“Portals, Gates”: The Classics in Modernist Translation
As Steven Yao observes in Translation and the Languages of Modernism, both the practice and the idea of translation were integral to experimental early twentieth-century modernist work in English: “feats of translation not only accompanied and helped to give rise to, but sometimes even themselves constituted, some of the most significant Modernist literary achievements in English.” And in their translation work, many anglophone modernists were especially responsive to the literatures of Ancient Greece and Rome. As H.D. would note of the work of Euripides, whose plays she translated, “these words are to me portals, gates.”
Modernists Ezra Pound, H.D., W.B. Yeats and E.E. Cummings—among others—pursued translations of work from dramatists and poets such as Aeschylus, Euripides, Sophocles, Homer, Sappho, Meleager, Theocritus, Catullus, Horace, Ovid, and Propertius. In some cases they developed more traditional translations, aimed to render in English a text from another language, culture, and time; in other instances, they ventured more maverick translations, often construed by contemporary reception studies as adaptations or interventions (which sometimes incurred the ire of early twentieth-century scholarship). For many modernists, such translation work not only served as “good training”—as Pound phrased it—but also contributed to the enrichment of English beyond its ordinary boundaries, allowing fine-grained and radical access to the aesthetic and intellectual wisdom of a corpus of ancient literature they saw as valuable to the present. Many even used the concept of translation (the word’s etymology suggests “carrying across”) to capture a broader modernist commitment to bringing over to the early twentieth century resources of the ancient past, its cultural archive—to speak to questions, conceptual nodes and problematics of the contemporary moment.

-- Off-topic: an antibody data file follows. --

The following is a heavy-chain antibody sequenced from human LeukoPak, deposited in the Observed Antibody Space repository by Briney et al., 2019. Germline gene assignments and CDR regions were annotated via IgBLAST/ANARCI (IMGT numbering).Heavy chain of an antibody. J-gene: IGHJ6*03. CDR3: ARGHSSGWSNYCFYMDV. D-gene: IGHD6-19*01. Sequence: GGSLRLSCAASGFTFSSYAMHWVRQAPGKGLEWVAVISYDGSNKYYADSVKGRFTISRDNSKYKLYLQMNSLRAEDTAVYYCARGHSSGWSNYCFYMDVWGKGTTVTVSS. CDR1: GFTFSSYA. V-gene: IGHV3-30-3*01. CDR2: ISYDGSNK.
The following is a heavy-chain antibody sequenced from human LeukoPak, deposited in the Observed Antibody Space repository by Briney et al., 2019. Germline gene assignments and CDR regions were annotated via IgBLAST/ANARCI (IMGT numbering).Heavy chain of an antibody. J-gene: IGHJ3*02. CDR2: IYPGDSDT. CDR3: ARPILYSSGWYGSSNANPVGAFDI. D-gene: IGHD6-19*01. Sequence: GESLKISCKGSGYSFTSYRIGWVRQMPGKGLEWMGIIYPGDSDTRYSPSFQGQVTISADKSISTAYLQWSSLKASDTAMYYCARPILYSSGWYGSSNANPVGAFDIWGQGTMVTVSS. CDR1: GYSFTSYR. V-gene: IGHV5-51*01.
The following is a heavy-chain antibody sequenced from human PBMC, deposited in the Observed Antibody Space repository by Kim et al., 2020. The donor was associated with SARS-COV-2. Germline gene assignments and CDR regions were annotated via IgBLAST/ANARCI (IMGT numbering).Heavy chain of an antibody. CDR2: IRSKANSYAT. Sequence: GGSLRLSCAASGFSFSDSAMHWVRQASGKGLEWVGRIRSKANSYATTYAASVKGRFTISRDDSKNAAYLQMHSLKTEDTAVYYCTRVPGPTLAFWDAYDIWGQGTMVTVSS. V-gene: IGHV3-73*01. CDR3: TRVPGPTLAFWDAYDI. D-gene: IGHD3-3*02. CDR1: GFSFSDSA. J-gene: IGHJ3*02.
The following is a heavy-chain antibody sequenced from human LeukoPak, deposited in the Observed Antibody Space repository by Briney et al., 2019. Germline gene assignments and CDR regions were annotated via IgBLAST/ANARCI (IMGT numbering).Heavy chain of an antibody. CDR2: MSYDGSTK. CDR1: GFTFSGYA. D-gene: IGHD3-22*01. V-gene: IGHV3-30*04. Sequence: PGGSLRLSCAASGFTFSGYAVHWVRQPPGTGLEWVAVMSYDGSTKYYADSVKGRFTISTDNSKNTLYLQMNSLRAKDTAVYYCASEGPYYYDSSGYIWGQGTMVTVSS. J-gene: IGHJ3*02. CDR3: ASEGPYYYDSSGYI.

Situated at the intersection of Classical studies, Modernist studies, and Translation studies, this conference invites commentary on the work of early twentieth-century modernist “translation,” broadly interpreted – responses by modernist writers to texts and cultural materials from the Classical world. With this conference, we seek to redress a gap in Classical reception studies, which to date engages little early twentieth-century work. We welcome papers, performances, and creative or multimedia work addressing
- more traditional translation work, such as work for the Poets’ Translation Series edited by Richard Aldington, Yeats’s King Oedipus and Oedipus at Colonus, and Louis MacNeice’s Agamemnon;
- more experimental translation work by modernists such as Pound (e.g. Homage to Sextus Propertius, Women of Trachis) and H.D. (e.g. Hippolytus Temporizes, Ion);
- freer appropriations and adaptations of Classical material, such as H.D.’s responses to Sappho and Meleager; Pound’s and Joyce’s engagements with the Odyssey; Pound’s and H.D.’s work with the Eleusinian mysteries; and Cummings’s experiments with Catullus, Homer, and Greek myth.
Please send 250-word abstracts, along with current cv, to firstname.lastname@example.org and email@example.com by January 10, 2016. The conference will take place in Montréal, Québec, Canada, April 30 and May 1, 2016.
Department of English
Department of English